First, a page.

and in college sports with the arrival of black
athletes center stage in the white world.
Library Journal

New for Fall & Winter 2016

gymnasiums of the Deep South turned out

to be nothing like he ever imagined.
On campus, he encountered the leading
civil rights figures of the dayincluding
Stokely Carmichael, Martin Luther King Jr.,
Fannie Lou Hamer, and Robert Kennedy
and he led Vanderbilts small group of black
students to a meeting with the university
chancellor to push for better treatment.
On the basketball court, he experienced an
Ole Miss boycott and the rabid hate of the
Mississippi State fans in Starkville.
The final basket of Wallaces college
career was a cathartic and defiant dunk,
and the story Wallace told to the Vanderbilt
Human Relations Committee and later the
Tennessean was not the simple story of a
triumphant trailblazer that many people
wanted to hear. At the risk of being labeled
ungrateful, he spoke truth to power in
describing the daily slights and abuses he
had overcome and what Martin Luther King
had called the agonizing loneliness of a

Powerfully told . . .
New York Times

A thoroughly researched and compelling

account of Perry Wallace. . . . As much history
lesson as biography, Maranisss account paints
a detailed picture of the civil rights movement
on several levels: in gymnasiums, on campuses,
in Nashville, and across the nation. . . . The
combination of sports and sociopolitical
history will appeal to both basketball fans and
students of civil rights.

G LO B A L H E A LT H / S E X U A L I T Y / H I V & A I D S / B I O E T H I C S / C L I N I C A L R E S E A R C H

How proven treatments for HIV/AIDS were found, then withheld for decades
from people in poor countries

Lethal Decisions
The Unnecessary Deaths of Women and Children from HIV/AIDS
Foreword by M ich a e l G o t t l i e b, M D

his first-person account by one of the

pioneers of HIV/AIDS research
chronicles the interaction among the
pediatric HIV/AIDS community, regulatory
bodies, governments, and activists over more
than three decades. After the discovery of
AIDS in a handful of infants in 1981, the next
fifteen years showed remarkable scientific
progress in prevention and treatment, although blood banks, drug companies, and
bureaucrats were often slow to act. 1996 was
a watershed year when scientific and clinical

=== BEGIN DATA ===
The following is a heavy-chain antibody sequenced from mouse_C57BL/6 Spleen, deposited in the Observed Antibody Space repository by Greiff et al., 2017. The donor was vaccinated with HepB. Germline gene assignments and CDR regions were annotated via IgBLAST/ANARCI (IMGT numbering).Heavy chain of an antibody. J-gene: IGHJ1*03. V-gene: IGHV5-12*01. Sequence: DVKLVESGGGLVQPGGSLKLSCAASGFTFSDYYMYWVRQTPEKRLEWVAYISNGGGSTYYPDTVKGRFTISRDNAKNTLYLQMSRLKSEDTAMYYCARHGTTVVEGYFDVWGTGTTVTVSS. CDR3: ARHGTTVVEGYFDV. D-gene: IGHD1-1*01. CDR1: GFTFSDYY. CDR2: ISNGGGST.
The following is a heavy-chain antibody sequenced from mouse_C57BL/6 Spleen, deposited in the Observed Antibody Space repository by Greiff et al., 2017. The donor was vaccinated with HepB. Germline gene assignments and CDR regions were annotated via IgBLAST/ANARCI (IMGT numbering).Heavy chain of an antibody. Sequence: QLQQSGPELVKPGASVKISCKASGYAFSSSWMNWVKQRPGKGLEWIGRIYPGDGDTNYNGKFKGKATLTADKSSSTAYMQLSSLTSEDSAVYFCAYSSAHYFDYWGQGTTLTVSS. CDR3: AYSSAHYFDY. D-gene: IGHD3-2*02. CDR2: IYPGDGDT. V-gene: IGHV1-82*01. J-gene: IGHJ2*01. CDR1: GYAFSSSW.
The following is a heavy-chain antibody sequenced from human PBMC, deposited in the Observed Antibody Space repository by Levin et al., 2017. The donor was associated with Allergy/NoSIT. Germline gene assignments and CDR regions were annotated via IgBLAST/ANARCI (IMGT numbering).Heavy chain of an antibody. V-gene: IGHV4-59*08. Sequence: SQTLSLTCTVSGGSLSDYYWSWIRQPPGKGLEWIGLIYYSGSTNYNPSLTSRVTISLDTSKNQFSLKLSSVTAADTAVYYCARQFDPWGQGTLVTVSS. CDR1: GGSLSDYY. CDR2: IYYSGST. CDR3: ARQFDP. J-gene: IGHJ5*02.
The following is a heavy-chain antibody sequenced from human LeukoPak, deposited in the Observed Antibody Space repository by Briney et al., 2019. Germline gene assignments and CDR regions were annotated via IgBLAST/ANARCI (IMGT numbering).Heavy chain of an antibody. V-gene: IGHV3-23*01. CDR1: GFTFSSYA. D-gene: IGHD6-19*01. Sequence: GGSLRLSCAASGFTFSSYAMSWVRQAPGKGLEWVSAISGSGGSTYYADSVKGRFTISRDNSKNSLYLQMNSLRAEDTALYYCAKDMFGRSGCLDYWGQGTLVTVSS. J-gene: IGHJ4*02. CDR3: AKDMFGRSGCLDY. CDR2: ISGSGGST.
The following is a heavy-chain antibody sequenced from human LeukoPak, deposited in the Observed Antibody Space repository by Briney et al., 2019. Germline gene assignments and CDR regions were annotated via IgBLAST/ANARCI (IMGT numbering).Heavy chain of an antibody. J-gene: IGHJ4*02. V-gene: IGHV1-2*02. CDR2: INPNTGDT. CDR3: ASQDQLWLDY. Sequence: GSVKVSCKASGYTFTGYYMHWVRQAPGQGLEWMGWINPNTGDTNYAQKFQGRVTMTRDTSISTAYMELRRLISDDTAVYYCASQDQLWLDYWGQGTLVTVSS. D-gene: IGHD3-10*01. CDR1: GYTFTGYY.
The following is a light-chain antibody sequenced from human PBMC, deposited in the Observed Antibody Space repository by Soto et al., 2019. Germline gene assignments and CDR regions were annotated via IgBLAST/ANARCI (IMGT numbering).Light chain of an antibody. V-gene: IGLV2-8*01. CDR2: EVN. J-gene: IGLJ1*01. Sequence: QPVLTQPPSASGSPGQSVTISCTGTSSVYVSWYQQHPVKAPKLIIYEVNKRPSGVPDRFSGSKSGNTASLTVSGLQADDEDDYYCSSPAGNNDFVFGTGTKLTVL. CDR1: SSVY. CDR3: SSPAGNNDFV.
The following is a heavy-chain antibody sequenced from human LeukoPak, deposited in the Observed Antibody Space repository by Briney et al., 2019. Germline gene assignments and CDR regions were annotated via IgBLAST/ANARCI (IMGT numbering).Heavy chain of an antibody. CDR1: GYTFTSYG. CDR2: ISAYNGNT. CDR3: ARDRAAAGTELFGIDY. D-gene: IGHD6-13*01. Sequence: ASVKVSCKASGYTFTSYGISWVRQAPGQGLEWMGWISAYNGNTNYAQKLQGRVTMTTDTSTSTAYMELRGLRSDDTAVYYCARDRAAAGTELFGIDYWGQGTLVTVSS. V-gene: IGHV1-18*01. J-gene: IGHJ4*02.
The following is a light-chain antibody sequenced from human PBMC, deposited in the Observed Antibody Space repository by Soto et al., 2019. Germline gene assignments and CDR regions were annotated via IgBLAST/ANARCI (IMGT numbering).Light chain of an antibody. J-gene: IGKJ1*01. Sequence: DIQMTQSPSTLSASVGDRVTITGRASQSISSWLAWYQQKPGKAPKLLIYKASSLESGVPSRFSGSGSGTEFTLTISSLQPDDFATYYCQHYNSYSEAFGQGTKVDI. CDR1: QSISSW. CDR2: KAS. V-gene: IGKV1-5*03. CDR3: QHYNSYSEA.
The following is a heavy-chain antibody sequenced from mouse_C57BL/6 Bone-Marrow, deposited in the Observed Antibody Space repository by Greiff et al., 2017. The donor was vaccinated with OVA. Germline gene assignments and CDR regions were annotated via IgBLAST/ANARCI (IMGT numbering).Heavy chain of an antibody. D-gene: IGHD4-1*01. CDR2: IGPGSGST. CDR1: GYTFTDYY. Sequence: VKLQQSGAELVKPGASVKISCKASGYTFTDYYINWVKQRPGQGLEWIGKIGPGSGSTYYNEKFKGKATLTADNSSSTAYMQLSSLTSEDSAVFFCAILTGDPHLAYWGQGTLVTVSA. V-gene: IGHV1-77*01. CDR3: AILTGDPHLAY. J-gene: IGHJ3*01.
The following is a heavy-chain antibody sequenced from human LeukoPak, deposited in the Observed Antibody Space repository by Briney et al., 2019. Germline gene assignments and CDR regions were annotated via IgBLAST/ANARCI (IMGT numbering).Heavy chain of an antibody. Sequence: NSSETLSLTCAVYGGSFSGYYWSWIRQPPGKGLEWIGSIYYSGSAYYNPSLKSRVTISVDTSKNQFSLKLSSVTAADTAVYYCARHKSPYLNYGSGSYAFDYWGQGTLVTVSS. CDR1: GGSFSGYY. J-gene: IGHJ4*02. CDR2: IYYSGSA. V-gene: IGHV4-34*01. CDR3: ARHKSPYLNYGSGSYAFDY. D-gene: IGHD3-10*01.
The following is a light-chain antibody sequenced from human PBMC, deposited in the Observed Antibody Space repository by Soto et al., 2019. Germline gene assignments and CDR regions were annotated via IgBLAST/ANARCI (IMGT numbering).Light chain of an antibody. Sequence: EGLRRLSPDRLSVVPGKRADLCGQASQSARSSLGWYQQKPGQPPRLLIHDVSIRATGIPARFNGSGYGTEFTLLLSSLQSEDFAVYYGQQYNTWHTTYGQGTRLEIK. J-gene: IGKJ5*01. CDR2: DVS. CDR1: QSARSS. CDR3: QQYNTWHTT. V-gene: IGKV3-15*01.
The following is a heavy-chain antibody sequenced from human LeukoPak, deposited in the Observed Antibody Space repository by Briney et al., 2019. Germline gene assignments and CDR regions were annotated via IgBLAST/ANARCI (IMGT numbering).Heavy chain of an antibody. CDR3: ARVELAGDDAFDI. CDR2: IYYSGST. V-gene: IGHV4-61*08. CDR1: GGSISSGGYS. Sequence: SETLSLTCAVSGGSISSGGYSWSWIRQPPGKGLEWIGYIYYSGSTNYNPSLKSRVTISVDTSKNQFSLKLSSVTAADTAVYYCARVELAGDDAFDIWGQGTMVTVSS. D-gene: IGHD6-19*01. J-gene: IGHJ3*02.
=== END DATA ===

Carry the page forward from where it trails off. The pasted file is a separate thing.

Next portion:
HIV experts called for treating all HIV-
infected individuals with potent triple combinations of antiretroviral drugs that had been
proven effective. Aggressive implementation
of prevention and treatment in the United
States led to marked declines in the number
of HIV-related deaths, fewer new infections
and hospital visits, and fewer than one hundred infants born infected each year.
Inexplicably, the World Health Orga
nization recommended withholding treat
ment for the majority of HIV-infected
individuals in poor countries, and clinical

Arthur Ammann, a veteran in the war against

AIDS, has meticulously chronicled the history
of pediatric HIV infection. In particular, he
has critically examined the causes for the
unnecessary delays in implementing best
practices to block mother-to-child transmission
of HIV in the developing world. This
retrospective reevaluation provides valuable
lessons as we prospectively confront public
health challenges, now and in the future.
David D. Ho, MD, Director, Aaron Diamond AIDS
Research Center, was Time magazine Man of the Year, 1996.

researchers embarked on studies to evaluate

inferior treatment approaches even while
the pandemic continued to claim the lives of
millions of women and children. Why did it
take an additional twenty years for international health organizations to recommend the
treatment and prevention measures that had
had such a profound impact on the pandemic
in wealthy countries? The surprising answers
are likely to be debated by medical historians
and ethicists.
At last, in 2015, came a universal call for
treating all HIV-infected individuals with
triple-combination antiretroviral drugs. But
this can only be accomplished if the mistakes
of the past are rectified. The book ends with
recommendations on how the pediatric HIV/
AIDS epidemic can finally be brought to an

In Lethal Decisions, Arthur Ammann traces the

history of the pediatric HIV/AIDS epidemic from
the early discoveries and extraordinary successes